The third concern addressed the heterogeneity of our patients’ population. Although it is a widely accepted convention to deal with a homogeneous population, this is not immediately relevant to the present study. On the contrary, it is most likely that different kinds of pathologies may raise different clinical situations. Hyperemia, for instance, is uncommon following aneurysmal rupture. Consequently, it is not surprising, as specifically discussed in our article, that the issue of false-positive TCD was mostly overlooked in the article by Sloan et al,1 as they evaluate patients suffering from spontaneous subarachnoid hemorrhage. Furthermore, should a velocity ratio be reliable enough, it should apply to any situation where hyperemia is to be differentiated from vasospasm. Similarly, the Lindegaard index is applied to posttraumatic as well as to aneurysmal subarachnoid hemorrhage and, as such, has gained wide acceptance.
The fourth concern has been actually addressed in detail in the methods section of our article.
The fifth comment relates to the choice of the narrowest location for the measurement of vessel diameter. The answer is dictated by simple hydrodynamic considerations. The flow in a stenotic tube would be rather determined by the point of higher resistance and smallest diameter (“bottle neck”) than the contrary. Furthermore, the increase in flow velocities is a direct consequence of the decrease in the vessel diameter. It is therefore only logical to correlate to highest recorded flow velocity to the narrowest stenosis. A correlate and good example of this would be the fundamental principles of ultrasonographic diagnostic of carotid stenosis. However, I agree, as most would, that any particular study should better rely on the “best data” than on the worst.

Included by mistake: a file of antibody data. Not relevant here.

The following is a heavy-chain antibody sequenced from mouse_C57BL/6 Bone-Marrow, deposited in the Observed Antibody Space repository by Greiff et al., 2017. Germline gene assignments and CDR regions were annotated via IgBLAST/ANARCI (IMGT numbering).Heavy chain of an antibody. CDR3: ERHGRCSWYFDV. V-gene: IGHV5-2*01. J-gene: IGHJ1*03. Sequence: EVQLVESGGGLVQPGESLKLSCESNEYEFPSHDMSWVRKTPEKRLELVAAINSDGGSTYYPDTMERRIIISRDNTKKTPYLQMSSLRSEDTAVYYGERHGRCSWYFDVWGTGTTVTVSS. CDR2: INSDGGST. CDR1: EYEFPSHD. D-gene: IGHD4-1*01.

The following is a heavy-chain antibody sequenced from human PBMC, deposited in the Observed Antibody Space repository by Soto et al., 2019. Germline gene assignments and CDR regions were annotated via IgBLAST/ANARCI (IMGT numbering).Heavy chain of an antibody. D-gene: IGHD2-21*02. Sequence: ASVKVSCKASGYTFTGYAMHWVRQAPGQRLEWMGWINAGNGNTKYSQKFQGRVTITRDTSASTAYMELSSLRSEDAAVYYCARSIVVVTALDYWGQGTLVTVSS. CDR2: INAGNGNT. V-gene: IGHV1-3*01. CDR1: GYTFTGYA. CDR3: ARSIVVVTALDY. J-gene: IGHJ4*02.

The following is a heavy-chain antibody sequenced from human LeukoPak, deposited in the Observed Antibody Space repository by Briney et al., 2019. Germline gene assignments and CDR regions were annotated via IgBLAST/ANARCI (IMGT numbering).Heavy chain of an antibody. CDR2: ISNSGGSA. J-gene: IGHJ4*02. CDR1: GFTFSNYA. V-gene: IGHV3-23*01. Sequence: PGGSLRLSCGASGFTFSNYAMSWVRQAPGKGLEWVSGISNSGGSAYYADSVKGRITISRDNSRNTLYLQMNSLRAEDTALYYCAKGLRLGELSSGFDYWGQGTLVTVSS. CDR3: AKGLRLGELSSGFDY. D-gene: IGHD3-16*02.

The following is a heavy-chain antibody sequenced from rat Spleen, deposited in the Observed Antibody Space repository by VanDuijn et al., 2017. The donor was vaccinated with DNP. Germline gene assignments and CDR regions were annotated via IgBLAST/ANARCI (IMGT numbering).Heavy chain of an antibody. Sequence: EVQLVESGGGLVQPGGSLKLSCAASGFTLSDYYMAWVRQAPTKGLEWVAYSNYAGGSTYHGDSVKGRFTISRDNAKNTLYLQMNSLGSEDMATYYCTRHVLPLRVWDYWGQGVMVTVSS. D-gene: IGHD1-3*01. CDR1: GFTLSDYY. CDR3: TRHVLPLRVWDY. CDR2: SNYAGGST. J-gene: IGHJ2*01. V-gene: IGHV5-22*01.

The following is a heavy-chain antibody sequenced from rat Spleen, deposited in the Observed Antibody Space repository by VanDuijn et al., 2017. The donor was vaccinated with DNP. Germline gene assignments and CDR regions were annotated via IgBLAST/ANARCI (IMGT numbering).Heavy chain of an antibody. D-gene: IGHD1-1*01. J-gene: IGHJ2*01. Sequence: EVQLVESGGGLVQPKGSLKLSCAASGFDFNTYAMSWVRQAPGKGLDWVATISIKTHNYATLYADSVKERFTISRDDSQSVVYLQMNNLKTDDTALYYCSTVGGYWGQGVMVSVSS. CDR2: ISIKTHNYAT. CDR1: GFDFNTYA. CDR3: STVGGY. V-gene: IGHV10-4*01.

The sixth point is the essence of our article itself. The most important outcome of the use of such a ratio is an improved differential diagnosis between hyperemia and vasospasm, which may be potentially useful in head injury. In the present series, despite the selection of the “best data” (narrowest diameter), 3 patients had elevated flow velocities in the basilar artery without concurrent radiological evidence of vasospasm. Two had a BA/EVA ratio suggestive of hyperemia, hence the potential clinical value of such a parameter.
In conclusion, I think that there is no such clinical study that is not subject to some degree of criticism, and I hope that the methodological limitations of the present study will eventually trigger the design of improved research tools rather than skepticism.